Posts Tagged: Mathematics

Jan 11

The Secret Life of Chaos

A nice video on Chaos Theory. The video comes in 6 parts. All 6 parts are below.

part 1 of 6


part 2 of 6


part 3 of 6–pxcFUjg


part 4 of 6

part 5 of 6


part 6 of 6

Feb 10


Interesting work by Peter Turchin called: Cliodynamics.

Seems to be somewhat along the same lines as Oswald Arnold Gottfried Spengler’s “Der Untergang des Abendslandes” (i.e., “The Decline of the West“) and Abū Zayd ‘Abdu r-Raḥman bin Muḥammad bin Khaldūn Al-Hadrami’s “Muqaddimah“.

What is cliodynamics?

Empires rise and fall, populations and economies boom and bust, world religions spread or wither… What are the mechanisms underlying such dynamical processes in history? Are there ‘laws of history’? We do not lack hypotheses to investigate – to take just one instance, more than two hundred explanations have been proposed for why the Roman Empire fell. But we still don’t know which of these hypotheses are plausible, and which should be rejected. More importantly, there is no consensus on what general mechanisms explain the collapse of historical empires. What is needed is a systematic application of the scientific method to history: verbal theories should be translated into mathematical models, precise predictions derived, and then rigorously tested on empirical material. In short, history needs to become an analytical, predictive science (see Arise cliodynamics).

Cliodynamics (from Clio, the muse of history, and dynamics, the study of temporally varying processes) is the new transdisciplinary area of research at the intersection of historical macrosociology, economic history/cliometrics, mathematical modeling of long-term social processes, and the construction and analysis of historical databases. Mathematical approaches – modeling historical processes with differential equations or agent-based simulations; sophisticated statistical approaches to data analysis – are a key ingredient in the cliodynamic research program (Why do we need mathematical history?). But ultimately the aim is to discover general principles that explain the functioning and dynamics of actual historical societies.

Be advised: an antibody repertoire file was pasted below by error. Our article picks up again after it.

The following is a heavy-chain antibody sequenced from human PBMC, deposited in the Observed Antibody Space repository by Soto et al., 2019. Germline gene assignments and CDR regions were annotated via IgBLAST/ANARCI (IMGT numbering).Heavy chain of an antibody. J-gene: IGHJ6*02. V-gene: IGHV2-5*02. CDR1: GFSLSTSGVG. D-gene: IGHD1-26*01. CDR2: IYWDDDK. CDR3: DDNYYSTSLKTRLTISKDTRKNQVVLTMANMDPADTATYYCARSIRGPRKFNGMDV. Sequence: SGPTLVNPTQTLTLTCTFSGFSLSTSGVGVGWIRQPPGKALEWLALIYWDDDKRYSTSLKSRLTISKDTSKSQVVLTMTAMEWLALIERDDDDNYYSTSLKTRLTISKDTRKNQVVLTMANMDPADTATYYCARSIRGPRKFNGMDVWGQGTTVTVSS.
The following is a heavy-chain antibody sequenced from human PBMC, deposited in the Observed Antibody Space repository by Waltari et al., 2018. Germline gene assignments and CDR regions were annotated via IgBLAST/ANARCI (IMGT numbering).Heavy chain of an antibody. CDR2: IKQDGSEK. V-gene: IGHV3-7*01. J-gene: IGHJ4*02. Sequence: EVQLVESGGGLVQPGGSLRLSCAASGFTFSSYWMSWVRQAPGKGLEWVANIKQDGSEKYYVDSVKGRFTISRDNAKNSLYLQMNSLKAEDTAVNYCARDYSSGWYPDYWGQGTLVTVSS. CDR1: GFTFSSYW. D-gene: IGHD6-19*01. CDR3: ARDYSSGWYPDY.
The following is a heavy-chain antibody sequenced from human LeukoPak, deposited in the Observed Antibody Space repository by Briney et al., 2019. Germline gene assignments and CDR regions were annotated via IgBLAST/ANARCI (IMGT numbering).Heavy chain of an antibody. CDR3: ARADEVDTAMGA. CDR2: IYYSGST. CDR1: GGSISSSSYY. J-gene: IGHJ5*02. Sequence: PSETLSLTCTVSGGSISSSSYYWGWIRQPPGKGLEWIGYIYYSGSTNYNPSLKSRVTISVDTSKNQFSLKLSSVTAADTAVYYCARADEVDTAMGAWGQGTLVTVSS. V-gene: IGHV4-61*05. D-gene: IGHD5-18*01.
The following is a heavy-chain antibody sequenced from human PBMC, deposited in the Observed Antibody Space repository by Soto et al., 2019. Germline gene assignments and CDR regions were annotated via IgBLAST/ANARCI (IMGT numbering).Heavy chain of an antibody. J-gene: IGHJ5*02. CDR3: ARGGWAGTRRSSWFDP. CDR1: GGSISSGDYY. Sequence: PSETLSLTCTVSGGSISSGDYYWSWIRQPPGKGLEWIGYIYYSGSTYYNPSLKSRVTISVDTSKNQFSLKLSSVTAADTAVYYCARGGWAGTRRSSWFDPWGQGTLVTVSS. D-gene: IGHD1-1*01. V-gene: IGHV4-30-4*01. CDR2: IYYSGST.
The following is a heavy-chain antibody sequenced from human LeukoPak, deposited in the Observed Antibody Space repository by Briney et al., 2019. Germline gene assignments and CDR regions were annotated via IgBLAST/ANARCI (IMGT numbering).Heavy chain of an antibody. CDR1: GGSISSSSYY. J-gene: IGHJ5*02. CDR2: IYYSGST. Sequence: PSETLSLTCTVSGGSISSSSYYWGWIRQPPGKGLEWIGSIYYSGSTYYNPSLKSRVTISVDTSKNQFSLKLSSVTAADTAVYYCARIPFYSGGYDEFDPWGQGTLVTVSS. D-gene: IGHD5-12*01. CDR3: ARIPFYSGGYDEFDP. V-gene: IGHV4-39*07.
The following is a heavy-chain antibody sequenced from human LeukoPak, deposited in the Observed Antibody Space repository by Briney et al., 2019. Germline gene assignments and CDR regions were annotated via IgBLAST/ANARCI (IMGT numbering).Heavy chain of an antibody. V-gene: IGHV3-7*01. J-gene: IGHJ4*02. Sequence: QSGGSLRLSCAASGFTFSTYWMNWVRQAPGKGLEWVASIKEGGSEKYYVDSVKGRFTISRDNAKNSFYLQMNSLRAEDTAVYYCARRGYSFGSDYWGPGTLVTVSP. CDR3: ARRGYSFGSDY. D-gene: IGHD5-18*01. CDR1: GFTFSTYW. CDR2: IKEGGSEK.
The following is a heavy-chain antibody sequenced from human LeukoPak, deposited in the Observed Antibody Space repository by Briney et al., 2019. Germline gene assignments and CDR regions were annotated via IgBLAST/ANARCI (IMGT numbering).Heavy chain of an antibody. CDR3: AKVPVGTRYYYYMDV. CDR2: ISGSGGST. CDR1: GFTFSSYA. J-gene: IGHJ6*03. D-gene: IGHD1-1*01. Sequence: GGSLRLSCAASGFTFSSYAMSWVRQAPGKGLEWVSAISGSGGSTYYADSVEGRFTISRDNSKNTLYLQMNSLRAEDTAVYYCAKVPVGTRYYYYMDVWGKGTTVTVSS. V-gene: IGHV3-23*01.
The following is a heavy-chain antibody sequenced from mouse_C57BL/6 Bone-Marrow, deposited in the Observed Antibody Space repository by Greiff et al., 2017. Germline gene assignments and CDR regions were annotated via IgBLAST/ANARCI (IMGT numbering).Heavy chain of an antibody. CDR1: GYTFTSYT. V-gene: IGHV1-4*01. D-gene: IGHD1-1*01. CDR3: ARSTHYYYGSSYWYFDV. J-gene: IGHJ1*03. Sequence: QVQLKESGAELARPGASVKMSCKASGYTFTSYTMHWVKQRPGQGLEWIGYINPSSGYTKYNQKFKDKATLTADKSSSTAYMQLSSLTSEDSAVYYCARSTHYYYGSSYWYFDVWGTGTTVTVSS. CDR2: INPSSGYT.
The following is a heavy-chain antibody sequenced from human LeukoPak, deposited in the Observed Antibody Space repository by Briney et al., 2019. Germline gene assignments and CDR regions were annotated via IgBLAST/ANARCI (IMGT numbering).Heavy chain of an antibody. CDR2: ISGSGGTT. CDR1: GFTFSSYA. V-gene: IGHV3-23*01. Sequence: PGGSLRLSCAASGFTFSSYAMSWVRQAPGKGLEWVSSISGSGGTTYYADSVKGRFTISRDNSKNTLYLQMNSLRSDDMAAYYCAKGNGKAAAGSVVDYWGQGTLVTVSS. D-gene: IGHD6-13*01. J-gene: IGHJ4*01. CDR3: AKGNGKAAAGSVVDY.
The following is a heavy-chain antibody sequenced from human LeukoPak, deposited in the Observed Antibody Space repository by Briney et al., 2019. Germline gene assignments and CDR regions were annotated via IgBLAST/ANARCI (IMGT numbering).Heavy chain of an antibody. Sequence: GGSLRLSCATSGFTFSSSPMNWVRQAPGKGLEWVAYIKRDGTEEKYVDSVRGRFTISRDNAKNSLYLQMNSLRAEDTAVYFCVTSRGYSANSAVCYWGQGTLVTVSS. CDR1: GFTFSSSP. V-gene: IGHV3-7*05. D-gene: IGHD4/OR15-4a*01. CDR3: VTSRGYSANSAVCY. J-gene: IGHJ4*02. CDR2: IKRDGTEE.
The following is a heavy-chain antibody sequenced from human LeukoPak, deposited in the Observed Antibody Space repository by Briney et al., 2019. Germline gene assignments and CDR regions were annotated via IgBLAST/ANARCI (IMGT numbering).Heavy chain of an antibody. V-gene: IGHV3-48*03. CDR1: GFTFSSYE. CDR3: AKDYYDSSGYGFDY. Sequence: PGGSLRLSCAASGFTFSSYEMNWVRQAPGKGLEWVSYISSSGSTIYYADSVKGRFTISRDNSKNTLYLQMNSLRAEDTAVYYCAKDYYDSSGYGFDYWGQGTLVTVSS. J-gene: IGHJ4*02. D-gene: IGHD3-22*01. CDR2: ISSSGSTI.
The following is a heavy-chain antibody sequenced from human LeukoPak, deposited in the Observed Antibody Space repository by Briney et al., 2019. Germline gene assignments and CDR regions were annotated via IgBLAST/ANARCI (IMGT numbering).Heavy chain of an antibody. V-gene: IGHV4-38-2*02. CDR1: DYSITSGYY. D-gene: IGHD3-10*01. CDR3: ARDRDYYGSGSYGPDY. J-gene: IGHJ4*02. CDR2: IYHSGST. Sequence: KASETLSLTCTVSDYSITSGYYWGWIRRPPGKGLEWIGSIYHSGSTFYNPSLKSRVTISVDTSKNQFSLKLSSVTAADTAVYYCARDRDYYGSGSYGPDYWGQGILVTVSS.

Jan 10

Golden Ratio and Eye Scanning Speed

A theory about the or a reason people find the golden ratio beautiful….

The Egyptians supposedly used it to guide the construction the Pyramids. The architecture of ancient Athens is thought to have been based on it. Fictional Harvard symbologist Robert Langdon tried to unravel its mysteries in the novel The Da Vinci Code.

“It” is the golden ratio, a geometric proportion that has been theorized to be the most aesthetically pleasing to the eye and has been the root of countless mysteries over the centuries. Now, a Duke University engineer has found it to be a compelling springboard to unify vision, thought and movement under a single law of nature’s design.

Also know the divine proportion, the golden ratio describes a rectangle with a length roughly one and a half times its width. Many artists and architects have fashioned their works around this proportion. For example, the Parthenon in Athens and Leonardo da Vinci’s painting Mona Lisa are commonly cited examples of the ratio.

Adrian Bejan, professor of mechanical engineering at Duke’s Pratt School of Engineering, thinks he knows why the golden ratio pops up everywhere: the eyes scan an image the fastest when it is shaped as a golden-ratio rectangle.

(Emphasis mine.)


Jan 10

The Golden Ratio and Quantum Mechanics

Researchers [...] have for the first time observed a nanoscale symmetry hidden in solid state matter. They have measured the signatures of a symmetry showing the same attributes as the golden ratio famous from art and architecture.
On the atomic scale particles do not behave as we know it in the macro-atomic world. New properties emerge which are the result of an effect known as the Heisenberg’s Uncertainty Principle. [...]
When applying a magnetic field at right angles to an aligned spin the magnetic chain will transform into a new state called quantum critical, which can be thought of as a quantum version of a fractal pattern. [...] We have tuned the system exactly in order to turn it quantum critical.”

By tuning the system and artificially introducing more quantum uncertainty the researchers observed that the chain of atoms acts like a nanoscale guitar string. [...] “Here the tension comes from the interaction between spins causing them to magnetically resonate. For these interactions we found a series (scale) of resonant notes: The first two notes show a perfect relationship with each other. Their frequencies (pitch) are in the ratio of 1.618…, which is the golden ratio famous from art and architecture.” [...] “It reflects a beautiful property of the quantum system — a hidden symmetry. Actually quite a special one called E8 by mathematicians, and this is its first observation in a material,” [...]

[...] “Such discoveries are leading physicists to speculate that the quantum, atomic scale world may have its own underlying order. Similar surprises may await researchers in other materials in the quantum critical state.”